Sunday, 16 March 2014

What To Do About St Patrick's Day?

Growing up in rural southwestern Ontario in the 1960's, I was surrounded by Scots or Irish who had settled Moore Township in the 1830's and 1840's. Many of us lived on the original farms that our great grand parents had carved from the forest before Confederation. Unlike the US, with their Ulster Scot, or Scotch Irish concepts, we in Ontario knew from experience that Scots and Irish were distinctly different people, often having opposing views on religion and politics, and who rarely intermarried during their first 125 or so years in Canada. However we were only vaguely aware of the long history that created, defined and perpetuated these differences. By 1968, the Orange walk on July 12th was but a distant memory of our parents, having been replaced by the Orange Parade on New Year's Day. St. Patrick's Day enjoyed only slightly more significance, but other the green beer served at the local tavern, it was largely ignored in our community.

It was not until my late teens that I learned my first real lesson in Irish history. One summer evening in 1970 I set off to Lucan in nearby Biddulph Township with three friends to explore the scene of the notorious Donnelly massacre, in which five members of an Irish family had been murdered one snowy night in 1880. Like most teenage escapades, we did no prior research, but just naively rolled into Lucan in Buck Hystead's 1962 Ford Galaxy and started asking people how to find the Donnelly homestead. The responses ranged from polite indifference to outright hostility, but no one would tell us how to find the farm. We had obviously touched the third rail of Biddulph Township's history. We drove around on the back roads for several hours, but never found the scene of the crime, returning home empty handed. Only later, after reading several books on both the local history and that of Ireland, did I discover the feud was thought by some to have had its roots in an ancient feud between the Irish Whiteboys and the Scottish Orangemen dating back to the late 17th century. The "troubles" between the ethnic Scots and the Irish in Belfast and Londonderry were in full swing by the time I went off to university in 1971, but with a name like Brian, I was more than welcome to consume green beer on St. Patrick's Day with my Irish friends.

Until very recently, convinced that Brian was an Irish name, I had always thought I must be at least partially Irish descent. I grew up knowing that my mother's paternal ancestors, the Wray's had migrated from County Cavan, Ireland in the 1830's. It didn't strike me as odd at the time that the Wray's, with their French sounding name, were devout Methodists, not a common religion in Ireland. The Elliott's, from Roxburghshire, Scotland, were predictably Presbyterian.  I wasn't entirely sure when, or from where, my father's ancestors had arrived, but I was quite content to simply assume we had some connection to Ireland as most of the family seemed less than enthralled with England in general and the monarchy in particular.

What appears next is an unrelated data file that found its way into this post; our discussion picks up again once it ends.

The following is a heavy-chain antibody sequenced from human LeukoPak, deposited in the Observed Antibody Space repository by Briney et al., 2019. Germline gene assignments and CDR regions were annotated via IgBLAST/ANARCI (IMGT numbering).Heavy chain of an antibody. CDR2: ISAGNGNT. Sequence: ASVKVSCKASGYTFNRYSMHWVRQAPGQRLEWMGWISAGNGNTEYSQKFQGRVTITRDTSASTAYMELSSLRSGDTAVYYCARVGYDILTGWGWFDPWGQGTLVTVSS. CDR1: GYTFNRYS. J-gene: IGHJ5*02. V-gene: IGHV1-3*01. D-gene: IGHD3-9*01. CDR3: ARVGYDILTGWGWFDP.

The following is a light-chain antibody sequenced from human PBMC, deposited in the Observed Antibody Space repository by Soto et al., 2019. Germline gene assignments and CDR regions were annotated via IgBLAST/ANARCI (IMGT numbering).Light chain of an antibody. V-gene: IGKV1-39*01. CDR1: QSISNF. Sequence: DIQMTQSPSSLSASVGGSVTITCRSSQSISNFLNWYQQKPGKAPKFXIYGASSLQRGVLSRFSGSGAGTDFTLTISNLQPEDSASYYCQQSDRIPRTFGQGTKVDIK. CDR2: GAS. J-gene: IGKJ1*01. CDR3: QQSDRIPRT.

We May Be Less Irish Than We Think

However after hunting down about 9,000 names in our family tree in the past three years, I have yet to find any significant number of confirmed Irish ancestors. All the so called Irish families have, upon further investigation, have all turned out to be either Scottish Presbyterians or French Huguenots who had passed through Ireland for varying lengths of time on their way to North America. The Hayes and Pole families, which I had thought might have Irish origins, turned out to be from Somerset, in southwest England, while the Bayly's and the Willoughby's were from England. The Mellon, Anderson, McMurphy, and McCollum families from Counties Tyrone and Antrim, spent several generations in Ireland, but were all lowland Scots from Ayr or Argyle. They all left Ireland en masse 30 years after the siege of Londonderry. Any status I had as being Irish was looking pretty weak.

 A similar pattern emerged in my wife's family, where I found the Dutch Kool family had assumed the Irish sounding surname Cole upon their arrival in Canada in 1783. The Minchin's, thought to be Irish, turned out to be English. The Huffman's, recorded their origin as Ireland, but only one generation was actually born in Ireland. Prior generations name the Palatine region of what is now south-west Germany, as their place of birth.

My last defeat was suffered last year at an office luncheon. We had hired a recent immigrant, a young woman from County Sligo, Ireland on a temporary contract. Asking me if I had ever been to Ireland, I said that I had not, but that I hoped to visit one day soon as I had many ancestors were from Ireland, including two families from Sligo. She asked  "what where their names"? " Milliken and Taylor" I answered. In her delightful Irish lilt, she replied " I have lived in County Sligo all my life but I have never heard of those names". I was tempted to throw out a few more names from nearby County Cavan such as Wray and Brownlee, but realizing they were all Methodists, and as I had doubted that they had left any one behind when they emmigrated in the 1830's, I just let the topic drop.

What To Do About St Patrick's Day?

This all leads me to my current dilemma; what should I do about St. Patrick's Day, having failed to find any definitive proof of being Irish?

Despite the results of my research, being too frugal too pay for DNA test, and desperate to establish a link to Ireland, I found the answer painted on a girder in the Guinness Storehouse in Dublin.

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